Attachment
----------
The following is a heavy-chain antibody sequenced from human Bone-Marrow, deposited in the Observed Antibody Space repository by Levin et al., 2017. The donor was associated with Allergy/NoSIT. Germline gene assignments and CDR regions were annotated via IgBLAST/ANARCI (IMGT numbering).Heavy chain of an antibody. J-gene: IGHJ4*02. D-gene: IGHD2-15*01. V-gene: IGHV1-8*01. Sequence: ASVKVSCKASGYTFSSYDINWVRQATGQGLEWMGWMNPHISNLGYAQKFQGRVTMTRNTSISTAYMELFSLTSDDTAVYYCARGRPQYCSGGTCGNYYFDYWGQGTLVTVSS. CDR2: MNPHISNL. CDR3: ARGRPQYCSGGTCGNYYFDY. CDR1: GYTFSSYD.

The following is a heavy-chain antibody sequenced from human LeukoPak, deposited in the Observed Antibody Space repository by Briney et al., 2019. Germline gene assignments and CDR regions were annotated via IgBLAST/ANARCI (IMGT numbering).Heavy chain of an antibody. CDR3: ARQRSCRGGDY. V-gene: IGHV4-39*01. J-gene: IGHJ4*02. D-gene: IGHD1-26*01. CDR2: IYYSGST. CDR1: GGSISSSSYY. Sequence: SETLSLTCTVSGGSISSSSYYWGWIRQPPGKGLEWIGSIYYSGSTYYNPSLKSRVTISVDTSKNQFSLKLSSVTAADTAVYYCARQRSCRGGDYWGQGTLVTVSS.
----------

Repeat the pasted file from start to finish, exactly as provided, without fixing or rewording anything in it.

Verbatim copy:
The following is a heavy-chain antibody sequenced from human Bone-Marrow, deposited in the Observed Antibody Space repository by Levin et al., 2017. The donor was associated with Allergy/NoSIT. Germline gene assignments and CDR regions were annotated via IgBLAST/ANARCI (IMGT numbering).Heavy chain of an antibody. J-gene: IGHJ4*02. D-gene: IGHD2-15*01. V-gene: IGHV1-8*01. Sequence: ASVKVSCKASGYTFSSYDINWVRQATGQGLEWMGWMNPHISNLGYAQKFQGRVTMTRNTSISTAYMELFSLTSDDTAVYYCARGRPQYCSGGTCGNYYFDYWGQGTLVTVSS. CDR2: MNPHISNL. CDR3: ARGRPQYCSGGTCGNYYFDY. CDR1: GYTFSSYD.

The following is a heavy-chain antibody sequenced from human LeukoPak, deposited in the Observed Antibody Space repository by Briney et al., 2019. Germline gene assignments and CDR regions were annotated via IgBLAST/ANARCI (IMGT numbering).Heavy chain of an antibody. CDR3: ARQRSCRGGDY. V-gene: IGHV4-39*01. J-gene: IGHJ4*02. D-gene: IGHD1-26*01. CDR2: IYYSGST. CDR1: GGSISSSSYY. Sequence: SETLSLTCTVSGGSISSSSYYWGWIRQPPGKGLEWIGSIYYSGSTYYNPSLKSRVTISVDTSKNQFSLKLSSVTAADTAVYYCARQRSCRGGDYWGQGTLVTVSS.